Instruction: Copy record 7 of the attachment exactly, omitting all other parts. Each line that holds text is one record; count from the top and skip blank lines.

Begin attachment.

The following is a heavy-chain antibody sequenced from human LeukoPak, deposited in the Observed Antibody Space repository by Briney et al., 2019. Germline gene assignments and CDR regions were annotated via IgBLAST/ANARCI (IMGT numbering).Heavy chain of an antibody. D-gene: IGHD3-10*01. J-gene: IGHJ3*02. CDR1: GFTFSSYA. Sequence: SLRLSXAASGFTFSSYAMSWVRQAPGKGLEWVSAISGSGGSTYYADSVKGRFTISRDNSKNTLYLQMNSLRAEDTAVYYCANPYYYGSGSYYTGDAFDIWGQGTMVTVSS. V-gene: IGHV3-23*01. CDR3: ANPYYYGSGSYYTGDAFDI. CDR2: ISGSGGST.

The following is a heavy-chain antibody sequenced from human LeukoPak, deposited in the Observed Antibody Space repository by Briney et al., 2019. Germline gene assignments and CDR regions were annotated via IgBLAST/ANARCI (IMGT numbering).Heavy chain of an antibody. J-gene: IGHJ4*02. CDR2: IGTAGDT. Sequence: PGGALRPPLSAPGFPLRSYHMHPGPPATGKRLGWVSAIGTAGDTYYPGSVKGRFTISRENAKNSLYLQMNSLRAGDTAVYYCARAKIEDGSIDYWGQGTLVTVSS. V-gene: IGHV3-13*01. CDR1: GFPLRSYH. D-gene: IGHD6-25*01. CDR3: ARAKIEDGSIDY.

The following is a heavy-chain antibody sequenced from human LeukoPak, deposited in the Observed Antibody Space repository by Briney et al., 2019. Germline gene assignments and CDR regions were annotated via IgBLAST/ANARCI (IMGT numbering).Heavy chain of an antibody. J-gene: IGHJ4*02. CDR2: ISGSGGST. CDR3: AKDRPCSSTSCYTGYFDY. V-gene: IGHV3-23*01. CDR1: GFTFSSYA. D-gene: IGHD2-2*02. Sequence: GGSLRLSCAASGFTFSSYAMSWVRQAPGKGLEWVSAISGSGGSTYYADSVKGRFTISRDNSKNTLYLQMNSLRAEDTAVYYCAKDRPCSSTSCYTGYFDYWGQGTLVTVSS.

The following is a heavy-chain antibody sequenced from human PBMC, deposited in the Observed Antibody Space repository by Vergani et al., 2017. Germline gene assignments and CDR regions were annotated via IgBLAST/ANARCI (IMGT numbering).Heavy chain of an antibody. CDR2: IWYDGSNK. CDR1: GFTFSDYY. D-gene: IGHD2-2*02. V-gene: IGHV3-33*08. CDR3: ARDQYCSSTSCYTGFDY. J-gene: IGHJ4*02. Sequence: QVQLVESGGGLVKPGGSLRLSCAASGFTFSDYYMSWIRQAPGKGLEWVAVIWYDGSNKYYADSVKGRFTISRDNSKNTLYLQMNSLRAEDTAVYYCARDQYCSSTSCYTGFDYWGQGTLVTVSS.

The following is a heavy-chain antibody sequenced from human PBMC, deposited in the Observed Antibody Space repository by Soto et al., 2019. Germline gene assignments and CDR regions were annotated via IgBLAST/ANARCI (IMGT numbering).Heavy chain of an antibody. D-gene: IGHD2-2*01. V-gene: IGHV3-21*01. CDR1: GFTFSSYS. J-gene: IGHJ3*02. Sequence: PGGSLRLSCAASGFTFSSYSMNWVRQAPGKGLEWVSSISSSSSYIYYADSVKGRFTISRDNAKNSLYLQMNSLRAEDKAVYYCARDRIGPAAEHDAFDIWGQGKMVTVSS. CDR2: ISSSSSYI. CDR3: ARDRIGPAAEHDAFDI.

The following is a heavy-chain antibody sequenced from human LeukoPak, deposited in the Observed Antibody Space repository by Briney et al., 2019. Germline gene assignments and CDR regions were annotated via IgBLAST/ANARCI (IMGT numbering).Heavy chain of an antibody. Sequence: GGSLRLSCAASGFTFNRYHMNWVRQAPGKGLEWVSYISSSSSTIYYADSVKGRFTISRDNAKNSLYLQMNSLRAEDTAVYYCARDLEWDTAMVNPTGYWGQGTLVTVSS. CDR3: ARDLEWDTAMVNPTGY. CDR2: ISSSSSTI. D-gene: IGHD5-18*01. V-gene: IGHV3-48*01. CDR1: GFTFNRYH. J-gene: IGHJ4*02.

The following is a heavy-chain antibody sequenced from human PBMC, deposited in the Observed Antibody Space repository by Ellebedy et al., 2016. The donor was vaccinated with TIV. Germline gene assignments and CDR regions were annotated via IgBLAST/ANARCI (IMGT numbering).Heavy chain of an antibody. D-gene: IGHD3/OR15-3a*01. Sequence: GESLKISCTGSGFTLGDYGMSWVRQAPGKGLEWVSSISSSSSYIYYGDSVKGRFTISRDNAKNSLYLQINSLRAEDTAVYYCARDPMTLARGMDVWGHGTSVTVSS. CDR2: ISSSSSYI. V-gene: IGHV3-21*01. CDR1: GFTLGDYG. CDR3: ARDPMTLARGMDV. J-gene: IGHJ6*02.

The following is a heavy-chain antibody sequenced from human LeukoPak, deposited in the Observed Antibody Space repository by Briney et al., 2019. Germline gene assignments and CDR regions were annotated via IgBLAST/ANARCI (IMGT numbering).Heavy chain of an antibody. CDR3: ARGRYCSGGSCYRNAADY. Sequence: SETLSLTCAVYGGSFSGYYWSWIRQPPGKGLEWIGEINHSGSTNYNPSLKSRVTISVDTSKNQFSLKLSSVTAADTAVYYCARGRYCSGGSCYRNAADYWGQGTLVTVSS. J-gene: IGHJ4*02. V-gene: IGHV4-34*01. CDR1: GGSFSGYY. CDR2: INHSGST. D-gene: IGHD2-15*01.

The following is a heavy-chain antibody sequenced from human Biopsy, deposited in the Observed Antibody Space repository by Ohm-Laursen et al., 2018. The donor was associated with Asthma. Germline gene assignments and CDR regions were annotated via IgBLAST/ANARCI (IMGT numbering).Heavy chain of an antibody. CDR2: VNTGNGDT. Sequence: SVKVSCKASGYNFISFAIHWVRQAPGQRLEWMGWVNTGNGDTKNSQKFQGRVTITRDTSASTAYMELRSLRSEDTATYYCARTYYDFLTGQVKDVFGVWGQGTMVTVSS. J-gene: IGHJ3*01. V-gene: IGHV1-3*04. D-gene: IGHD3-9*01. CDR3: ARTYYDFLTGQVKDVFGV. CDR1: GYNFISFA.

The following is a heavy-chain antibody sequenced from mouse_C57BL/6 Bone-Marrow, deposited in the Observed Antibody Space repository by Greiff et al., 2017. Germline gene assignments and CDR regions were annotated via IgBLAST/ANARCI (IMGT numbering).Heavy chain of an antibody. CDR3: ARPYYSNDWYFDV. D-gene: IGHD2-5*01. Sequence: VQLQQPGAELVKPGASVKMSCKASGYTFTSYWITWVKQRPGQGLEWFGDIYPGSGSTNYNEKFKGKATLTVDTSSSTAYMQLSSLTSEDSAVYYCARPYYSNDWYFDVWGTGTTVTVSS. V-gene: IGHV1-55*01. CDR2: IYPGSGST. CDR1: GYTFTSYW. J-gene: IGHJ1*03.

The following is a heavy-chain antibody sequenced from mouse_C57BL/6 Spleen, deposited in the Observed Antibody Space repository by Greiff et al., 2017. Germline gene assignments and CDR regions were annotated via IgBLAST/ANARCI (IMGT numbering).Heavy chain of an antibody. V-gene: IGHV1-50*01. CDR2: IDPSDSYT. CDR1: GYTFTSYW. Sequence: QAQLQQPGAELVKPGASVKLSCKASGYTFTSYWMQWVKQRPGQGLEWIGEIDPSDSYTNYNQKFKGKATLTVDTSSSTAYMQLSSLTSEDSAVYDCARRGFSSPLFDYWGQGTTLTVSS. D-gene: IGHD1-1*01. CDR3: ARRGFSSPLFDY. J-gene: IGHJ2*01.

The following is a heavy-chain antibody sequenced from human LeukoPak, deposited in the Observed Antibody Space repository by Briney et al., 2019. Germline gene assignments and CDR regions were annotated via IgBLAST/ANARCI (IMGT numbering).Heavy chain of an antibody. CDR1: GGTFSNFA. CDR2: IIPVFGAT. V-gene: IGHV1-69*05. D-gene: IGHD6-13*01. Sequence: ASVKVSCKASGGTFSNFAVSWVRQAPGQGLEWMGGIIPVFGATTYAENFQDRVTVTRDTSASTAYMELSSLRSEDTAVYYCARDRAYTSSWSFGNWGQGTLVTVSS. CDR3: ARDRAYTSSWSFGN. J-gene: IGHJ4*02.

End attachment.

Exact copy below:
The following is a heavy-chain antibody sequenced from human PBMC, deposited in the Observed Antibody Space repository by Ellebedy et al., 2016. The donor was vaccinated with TIV. Germline gene assignments and CDR regions were annotated via IgBLAST/ANARCI (IMGT numbering).Heavy chain of an antibody. D-gene: IGHD3/OR15-3a*01. Sequence: GESLKISCTGSGFTLGDYGMSWVRQAPGKGLEWVSSISSSSSYIYYGDSVKGRFTISRDNAKNSLYLQINSLRAEDTAVYYCARDPMTLARGMDVWGHGTSVTVSS. CDR2: ISSSSSYI. V-gene: IGHV3-21*01. CDR1: GFTLGDYG. CDR3: ARDPMTLARGMDV. J-gene: IGHJ6*02.